Contact Mic on Plywood Bass: AKG C411 or Ischell C3

Discussion in 'Amps, Mics & Pickups [DB]' started by drwv, Jul 10, 2022.

  1. AKG C411

    0 vote(s)
    0.0%
  2. Ischell C3

    0 vote(s)
    0.0%
  3. another contact mic

    16.7%
  4. something that isn't a contact mic

    66.7%
  5. buy a hybrid bass, you savage!

    16.7%
Multiple votes are allowed.
  1. drwv

    drwv

    Nov 26, 2019
    WV
    I play a plywood Englehardt, with admittedly poor technique, and am not necessarily on a quest for MBOL, but simply "an upright bass" rather than sterile piezo amplified sound. I use a Realist Lifeline, which is excellent at preventing feedback, and have tried blending an Audio Technica ATM350 clip-on condenser, but the gain required to work with even an EQ'ed HPF'ed signal was a feedback and bleed nightmare. I'm interested in trying to use/blend a contact mic instead.

    I've read lots of praise in this forum for the Ischell line, including the new Ischell C3. With the current USD exchange rate and introductory pricing, it's ~$203 for the C3BHP, which seems like a steal. However, the Ischell website warns:

    The AKG C411 also seems to get praise, in many of the same threads, and including people using it on plywood basses. It's over 20 years old, and as far as I can tell, its price has risen, now going for ~$164. Price-wise, they're in the same ballpark.

    Is there a technical reason that the Ischell can't be used on a plywood bass, or is this simply a "garbage in, garbage out" warning?

    Would it be silly of me to pay roughly the same amount for a 20-year-old pickup (C411), which wasn't designed specifically for a bass? Should I prefer the shiny latest-generation tech of the Ischell C3, designed to be a premium bass pickup, despite the contraindication for plywood? Should I flip a coin knowing that either contact mic is likely going to give me similar results? Am I going down the wrong path entirely?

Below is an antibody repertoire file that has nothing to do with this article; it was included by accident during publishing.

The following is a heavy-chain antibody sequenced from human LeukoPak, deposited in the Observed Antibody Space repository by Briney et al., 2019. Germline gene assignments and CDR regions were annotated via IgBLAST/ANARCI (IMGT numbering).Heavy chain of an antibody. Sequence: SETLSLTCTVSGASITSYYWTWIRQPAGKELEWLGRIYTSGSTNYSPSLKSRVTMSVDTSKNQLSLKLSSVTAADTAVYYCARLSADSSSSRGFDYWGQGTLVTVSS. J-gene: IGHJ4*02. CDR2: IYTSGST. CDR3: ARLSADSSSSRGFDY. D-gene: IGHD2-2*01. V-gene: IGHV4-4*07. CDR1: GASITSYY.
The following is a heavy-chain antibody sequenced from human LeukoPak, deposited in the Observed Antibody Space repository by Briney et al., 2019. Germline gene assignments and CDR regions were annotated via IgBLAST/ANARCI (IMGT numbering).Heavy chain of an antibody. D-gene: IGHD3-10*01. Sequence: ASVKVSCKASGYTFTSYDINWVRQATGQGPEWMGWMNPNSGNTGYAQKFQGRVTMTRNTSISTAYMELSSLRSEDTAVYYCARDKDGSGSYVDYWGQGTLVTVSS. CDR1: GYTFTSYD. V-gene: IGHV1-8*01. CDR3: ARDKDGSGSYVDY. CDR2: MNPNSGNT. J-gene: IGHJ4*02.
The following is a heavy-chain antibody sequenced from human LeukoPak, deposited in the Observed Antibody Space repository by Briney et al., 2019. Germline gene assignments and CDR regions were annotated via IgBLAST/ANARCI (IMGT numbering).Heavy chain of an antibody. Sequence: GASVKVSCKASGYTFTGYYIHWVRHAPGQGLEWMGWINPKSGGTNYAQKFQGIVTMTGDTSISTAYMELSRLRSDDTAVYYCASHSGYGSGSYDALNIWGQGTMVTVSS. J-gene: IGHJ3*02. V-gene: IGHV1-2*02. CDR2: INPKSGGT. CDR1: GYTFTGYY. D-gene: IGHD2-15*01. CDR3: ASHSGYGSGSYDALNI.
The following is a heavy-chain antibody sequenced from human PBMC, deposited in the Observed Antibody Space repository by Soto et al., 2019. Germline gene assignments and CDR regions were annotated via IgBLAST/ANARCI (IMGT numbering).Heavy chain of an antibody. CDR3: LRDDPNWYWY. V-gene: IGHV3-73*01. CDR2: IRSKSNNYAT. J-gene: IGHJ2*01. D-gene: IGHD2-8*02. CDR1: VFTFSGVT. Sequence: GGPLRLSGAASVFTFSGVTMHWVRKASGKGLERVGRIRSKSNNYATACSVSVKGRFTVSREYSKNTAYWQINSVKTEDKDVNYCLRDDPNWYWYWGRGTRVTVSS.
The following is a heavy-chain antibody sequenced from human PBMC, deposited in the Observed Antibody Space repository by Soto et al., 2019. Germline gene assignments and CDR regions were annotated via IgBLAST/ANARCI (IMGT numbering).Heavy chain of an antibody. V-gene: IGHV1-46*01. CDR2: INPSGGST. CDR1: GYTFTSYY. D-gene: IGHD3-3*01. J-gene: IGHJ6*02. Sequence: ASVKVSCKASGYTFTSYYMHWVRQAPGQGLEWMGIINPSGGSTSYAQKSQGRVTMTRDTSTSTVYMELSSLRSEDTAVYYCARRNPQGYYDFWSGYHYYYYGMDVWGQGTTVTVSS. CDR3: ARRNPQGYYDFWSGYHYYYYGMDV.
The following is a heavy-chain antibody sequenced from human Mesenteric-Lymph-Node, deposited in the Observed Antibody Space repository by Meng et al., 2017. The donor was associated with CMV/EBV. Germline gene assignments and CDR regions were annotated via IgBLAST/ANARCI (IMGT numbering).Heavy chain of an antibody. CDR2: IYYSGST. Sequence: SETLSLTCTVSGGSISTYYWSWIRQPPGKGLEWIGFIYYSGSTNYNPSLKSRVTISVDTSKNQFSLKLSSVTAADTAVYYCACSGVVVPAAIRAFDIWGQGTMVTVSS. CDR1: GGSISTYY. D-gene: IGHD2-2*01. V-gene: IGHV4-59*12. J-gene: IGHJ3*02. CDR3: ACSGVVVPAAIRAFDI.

(Additional detail: My Englehardt has a decent dark tone, and lots of resonant sustain; the sustain translates with the Realist, but - even with high-impedence and EQ'ed amp - the tone sounds... like a sterile pickup. I've got 12V phantom power on my 2-channel amp, which can blend the contact mic with my Realist Lifeline, if necessary. I'm not interested in the size or mounting hassle of using a dynamic mic; and the Ehrlund EAP is in a different price bracket. We don't play insanely loud, but I play in close proximity with two other feedback-prone acoustic instruments, so bleed is a particular concern. I play folk-style pizz only, no arco.)
     
    Last edited: Jul 10, 2022
  2. I’ve tried several contact mics, including the AKG and the original iSchell, but nothing worked well on my cheap ply bass.
    Using one element from an Underwood pickup is still the best.
    And I use the other element on my EUB.
     
    Ric Vice and drwv like this.
  3. bassically_eli

    bassically_eli Supporting Member

    Feb 7, 2010
    Mebane, NC
    I have the AKG and a ply Engelhardt. I have been unable to find anywhere on the top of the bass that gets a an even response. Wherever I put it, there are always a couple of notes that boom like crazy (usually A to Bb) and a couple that are totally dead (usually the E). I can dial it out with a notch filter, and careful use of a limiter helps too, but it's so much trouble that I haven't found it worth taking to a gig. I much prefer the blending a pickup with a mic method, even if the mic gain is almost nothing.